Real IRA suspect acquitted of 1998 Omagh bombing

[JURIST] A judge in Belfast, Northern Ireland, Thursday found alleged Real IRA [BBC backgrounder] member Sean Gerard Hoey not guilty [judgment text, PDF] of murder in relation to the 1998 Omagh bombing [BBC backgrounder], the worst terrorist attack in Northern Ireland history. Judge Reginald Weir ruled that there was insufficient DNA evidence linking Hoey to the bomb to prove beyond a reasonable doubt that he made the device. Hoey was formally charged [JURIST report] in 2005; he had been being held for earlier charges of possessing explosives and his alleged membership with the Real IRA.

The only other conviction made in connection with the Omagh bombing was in 2002 against Colm Murphy, but it was later quashed for mishandling of evidence [JURIST report]. Murphy faces a retrial. In 2005, the Irish Public Prosecution Service dropped charges [JURIST report] against another suspect, Anthony Joseph Donegan. Twenty-nine people were killed and 220 were injured when a car bomb [BBC backgrounder] set by the Real IRA, a splinter group of the former provisional Irish Republican Army opposed to the peace process, exploded in the Northern Ireland town of Omagh in 1998. AP has more.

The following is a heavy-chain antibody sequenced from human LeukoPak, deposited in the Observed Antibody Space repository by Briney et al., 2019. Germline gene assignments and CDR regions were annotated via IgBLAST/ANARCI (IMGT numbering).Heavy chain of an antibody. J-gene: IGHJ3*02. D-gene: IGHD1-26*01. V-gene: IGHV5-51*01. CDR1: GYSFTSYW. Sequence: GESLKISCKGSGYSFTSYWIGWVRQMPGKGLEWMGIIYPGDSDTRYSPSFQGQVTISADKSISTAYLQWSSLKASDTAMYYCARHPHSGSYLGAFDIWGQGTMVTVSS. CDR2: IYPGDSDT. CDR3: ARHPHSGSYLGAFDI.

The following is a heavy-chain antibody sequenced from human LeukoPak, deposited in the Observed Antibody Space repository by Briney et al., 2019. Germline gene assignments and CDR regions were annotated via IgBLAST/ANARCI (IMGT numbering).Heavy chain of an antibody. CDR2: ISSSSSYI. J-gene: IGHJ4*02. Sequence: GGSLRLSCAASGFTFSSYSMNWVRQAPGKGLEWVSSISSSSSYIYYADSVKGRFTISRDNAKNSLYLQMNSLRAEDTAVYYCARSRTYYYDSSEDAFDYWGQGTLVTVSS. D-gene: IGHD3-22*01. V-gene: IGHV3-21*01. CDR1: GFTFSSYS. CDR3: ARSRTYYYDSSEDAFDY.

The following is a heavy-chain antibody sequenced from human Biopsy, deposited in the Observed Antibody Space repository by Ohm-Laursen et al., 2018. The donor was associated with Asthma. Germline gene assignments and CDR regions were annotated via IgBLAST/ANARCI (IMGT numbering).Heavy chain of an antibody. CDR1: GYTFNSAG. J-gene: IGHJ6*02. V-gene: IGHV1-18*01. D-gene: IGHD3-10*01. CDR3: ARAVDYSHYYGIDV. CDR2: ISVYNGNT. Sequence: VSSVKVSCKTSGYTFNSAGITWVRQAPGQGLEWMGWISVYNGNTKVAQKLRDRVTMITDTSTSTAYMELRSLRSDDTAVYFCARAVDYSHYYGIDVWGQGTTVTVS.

About Paper Chase

Paper Chase is JURIST's real-time legal news service, powered by a team of 30 law student reporters and editors led by law professor Bernard Hibbitts at the University of Pittsburgh School of Law. As an educational service, Paper Chase is dedicated to presenting important legal news and materials rapidly, objectively and intelligibly in an accessible format.

© Copyright JURIST Legal News and Research Services, Inc., 2013.